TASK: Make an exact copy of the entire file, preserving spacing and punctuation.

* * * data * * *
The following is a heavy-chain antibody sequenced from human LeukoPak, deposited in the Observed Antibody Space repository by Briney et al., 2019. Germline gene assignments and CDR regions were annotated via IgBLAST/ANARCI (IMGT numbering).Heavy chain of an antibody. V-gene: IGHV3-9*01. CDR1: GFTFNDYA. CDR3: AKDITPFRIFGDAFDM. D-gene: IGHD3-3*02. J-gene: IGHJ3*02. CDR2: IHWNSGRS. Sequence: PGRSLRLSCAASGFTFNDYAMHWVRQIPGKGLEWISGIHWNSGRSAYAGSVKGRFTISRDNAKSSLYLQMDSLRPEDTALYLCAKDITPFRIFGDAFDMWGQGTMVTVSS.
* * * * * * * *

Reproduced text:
The following is a heavy-chain antibody sequenced from human LeukoPak, deposited in the Observed Antibody Space repository by Briney et al., 2019. Germline gene assignments and CDR regions were annotated via IgBLAST/ANARCI (IMGT numbering).Heavy chain of an antibody. V-gene: IGHV3-9*01. CDR1: GFTFNDYA. CDR3: AKDITPFRIFGDAFDM. D-gene: IGHD3-3*02. J-gene: IGHJ3*02. CDR2: IHWNSGRS. Sequence: PGRSLRLSCAASGFTFNDYAMHWVRQIPGKGLEWISGIHWNSGRSAYAGSVKGRFTISRDNAKSSLYLQMDSLRPEDTALYLCAKDITPFRIFGDAFDMWGQGTMVTVSS.